100 Main Street, Natchez, did not always look like this. Fortunately for Mississippi, Natchez seems to have done well in the preservation department, and Natchez boasts the highest number of Mesker facades in the state. Is this one of them? It–like a lot of other things–depends on who you ask. But first, let’s take a look at the building and its history, before and after the addition of the iron front. After all, it has not always been home to Bowie Outfitters and Bowie’s Tavern, either.
The Mississippi Department of Archives and History dates the building, Rumble & Wensel Warehouse, as c. 1855 with a remodel between 1892-97, and notes it once housed the Coca-Cola Bottling plant.
The Historic Americans Building Survey (1972) described the historical information:
Date of erection: ca. 1851, enlarged ca. 1890
Original and subsequent owners: The following is a partial and incomplete chain of title to land on which the Main Street and Broadway Building stands. Reference is to the Deed Books of Natchez, Adams County, Mississippi. (HABS No. MS-193. Main Street and Broadway Building, 100 Main Street, Natchez, Adams County, Mississippi. Historic American Buildings Survey. National Park Service, Department of the Interior. Washington, D. C. 20240)
The HABS photographs, taken by Jack E. Boucher, show the building signage indicating it housed the Adams County Department of Public Welfare Food Distribution Center and was the future home of the Natchez News.
The HABS history (coordinated with MDAH’s Elbert Hilliard and William Allen, and with information obtained from C. M. McCormick’s (ed.) Natchez, Mississippi on Top, Not “Under the Hill” n. d., included the description:
5. Original plans and construction: As originally constructed, the commerical [sic] building at Main Street and Broadway was only seven bays wide. The bays were separated by a series of eight, one-story, iron columns. Windows of the second floor were treated with lintels set into the exposed brick, which appears to have been the finish material for the second floor.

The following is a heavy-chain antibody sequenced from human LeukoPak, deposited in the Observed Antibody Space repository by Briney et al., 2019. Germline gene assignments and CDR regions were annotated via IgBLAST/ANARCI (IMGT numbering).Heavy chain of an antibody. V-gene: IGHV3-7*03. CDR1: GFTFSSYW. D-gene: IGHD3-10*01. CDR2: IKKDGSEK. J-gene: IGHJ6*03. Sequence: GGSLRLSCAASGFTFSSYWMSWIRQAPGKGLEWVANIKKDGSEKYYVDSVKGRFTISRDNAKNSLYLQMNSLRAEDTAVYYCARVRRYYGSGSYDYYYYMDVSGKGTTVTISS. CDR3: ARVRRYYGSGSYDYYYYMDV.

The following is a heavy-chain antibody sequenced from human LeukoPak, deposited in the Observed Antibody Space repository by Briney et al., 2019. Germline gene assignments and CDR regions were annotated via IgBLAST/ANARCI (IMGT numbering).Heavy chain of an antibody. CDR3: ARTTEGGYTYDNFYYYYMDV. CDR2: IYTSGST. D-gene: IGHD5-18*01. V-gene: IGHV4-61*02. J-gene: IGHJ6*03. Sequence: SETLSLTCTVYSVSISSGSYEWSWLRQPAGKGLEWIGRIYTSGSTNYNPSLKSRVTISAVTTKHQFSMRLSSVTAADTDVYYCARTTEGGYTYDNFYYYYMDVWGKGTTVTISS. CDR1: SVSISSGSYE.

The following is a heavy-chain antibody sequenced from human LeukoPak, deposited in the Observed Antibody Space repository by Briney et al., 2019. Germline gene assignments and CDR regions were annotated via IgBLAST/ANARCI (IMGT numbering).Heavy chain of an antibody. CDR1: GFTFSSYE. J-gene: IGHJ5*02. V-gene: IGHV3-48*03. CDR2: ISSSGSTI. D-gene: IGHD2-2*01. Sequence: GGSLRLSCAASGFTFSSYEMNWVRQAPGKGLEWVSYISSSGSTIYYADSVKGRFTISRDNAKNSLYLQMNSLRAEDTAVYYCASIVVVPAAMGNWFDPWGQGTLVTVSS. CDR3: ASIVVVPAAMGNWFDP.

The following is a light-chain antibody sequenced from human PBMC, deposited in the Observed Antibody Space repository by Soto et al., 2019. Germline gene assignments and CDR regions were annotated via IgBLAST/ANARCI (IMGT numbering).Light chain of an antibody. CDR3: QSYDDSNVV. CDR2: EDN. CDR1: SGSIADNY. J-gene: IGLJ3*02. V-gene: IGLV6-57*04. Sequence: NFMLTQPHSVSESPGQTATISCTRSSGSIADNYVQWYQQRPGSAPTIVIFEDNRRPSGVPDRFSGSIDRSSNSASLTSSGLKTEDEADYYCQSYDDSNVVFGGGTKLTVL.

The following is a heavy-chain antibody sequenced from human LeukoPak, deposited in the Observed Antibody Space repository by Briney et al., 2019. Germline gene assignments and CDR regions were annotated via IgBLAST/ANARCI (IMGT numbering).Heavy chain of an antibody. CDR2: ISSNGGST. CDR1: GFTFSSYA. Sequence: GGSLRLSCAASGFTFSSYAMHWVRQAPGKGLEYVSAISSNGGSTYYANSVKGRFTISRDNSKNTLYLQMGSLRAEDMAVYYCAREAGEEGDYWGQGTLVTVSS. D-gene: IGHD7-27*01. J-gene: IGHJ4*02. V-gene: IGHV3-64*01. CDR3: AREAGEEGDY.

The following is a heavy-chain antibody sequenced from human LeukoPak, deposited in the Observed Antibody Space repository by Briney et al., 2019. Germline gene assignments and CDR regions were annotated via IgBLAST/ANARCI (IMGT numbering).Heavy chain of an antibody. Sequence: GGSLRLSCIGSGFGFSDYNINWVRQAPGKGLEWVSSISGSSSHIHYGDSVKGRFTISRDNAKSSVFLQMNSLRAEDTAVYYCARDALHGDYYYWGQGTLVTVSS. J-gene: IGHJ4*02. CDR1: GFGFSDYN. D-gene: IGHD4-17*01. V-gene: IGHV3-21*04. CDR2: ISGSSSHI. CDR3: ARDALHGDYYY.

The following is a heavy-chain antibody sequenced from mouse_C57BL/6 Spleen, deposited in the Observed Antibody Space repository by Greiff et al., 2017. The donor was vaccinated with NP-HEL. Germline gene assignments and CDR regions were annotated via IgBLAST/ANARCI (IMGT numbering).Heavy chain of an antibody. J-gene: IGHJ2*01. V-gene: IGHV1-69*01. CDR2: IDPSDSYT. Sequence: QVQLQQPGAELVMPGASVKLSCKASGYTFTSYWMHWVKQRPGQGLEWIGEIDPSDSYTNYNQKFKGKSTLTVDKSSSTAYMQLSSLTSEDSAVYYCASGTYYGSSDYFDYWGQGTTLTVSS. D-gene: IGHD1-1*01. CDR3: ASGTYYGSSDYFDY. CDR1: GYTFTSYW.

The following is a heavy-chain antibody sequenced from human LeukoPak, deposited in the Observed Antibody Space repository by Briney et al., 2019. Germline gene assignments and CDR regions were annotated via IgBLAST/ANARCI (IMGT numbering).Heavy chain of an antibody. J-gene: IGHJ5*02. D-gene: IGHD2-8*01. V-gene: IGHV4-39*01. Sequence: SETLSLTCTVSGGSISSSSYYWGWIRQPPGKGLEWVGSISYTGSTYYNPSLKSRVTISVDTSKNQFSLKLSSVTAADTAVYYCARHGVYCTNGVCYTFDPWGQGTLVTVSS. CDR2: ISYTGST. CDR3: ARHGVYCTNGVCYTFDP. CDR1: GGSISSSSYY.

6. Alterations and additions: ca. 1890 the building was extended eastward by four bays and a cast iron front was installed at the second level. These additions were manufactured by the maker of the original cast-iron columns. The composition presents a unified appearance. (p. 3)
Pullis Brothers Foundry was established in 1839. In 1856, the name changed to Mississippi Iron Works Foundry, No. 208 North Sixth Street, St. Louis. The HABS editor reported the cast iron front was the “…first of its kind found in Natchez.” Darius Bryjka and Roger Waguespack identify the front as a Mesker Brothers galvanized pressed metal facade, with columns by Pullis Brothers. Bryjka, Illinois Historic Preservation Agency, is heading the project to catalog surviving Meskers from the Mesker Brothers Iron Works and George L. Mesker & Company, and asserts that “storefront and upper facade manufacturer combinations” were common and wondered if people in Natchez “were aware of the true origins of their commercial buildings.” Bryjka points out that the Mesker facades are not identified in the National Register of Historic Places nomination form for the Natchez-on-Top-of-the-Hill district.
Finally, Mary Warren Miller (1979) in the nomination for the National Register of Historic Places described it:
Two-story eleven-bay brick, partially stuccoed, commercial building with cast and pressed metal facade of great integrity, segmental arches on the eastern later elevation and flat brick arches on the western elevation. Mid-19th century; extended and remodeled, 1892-97.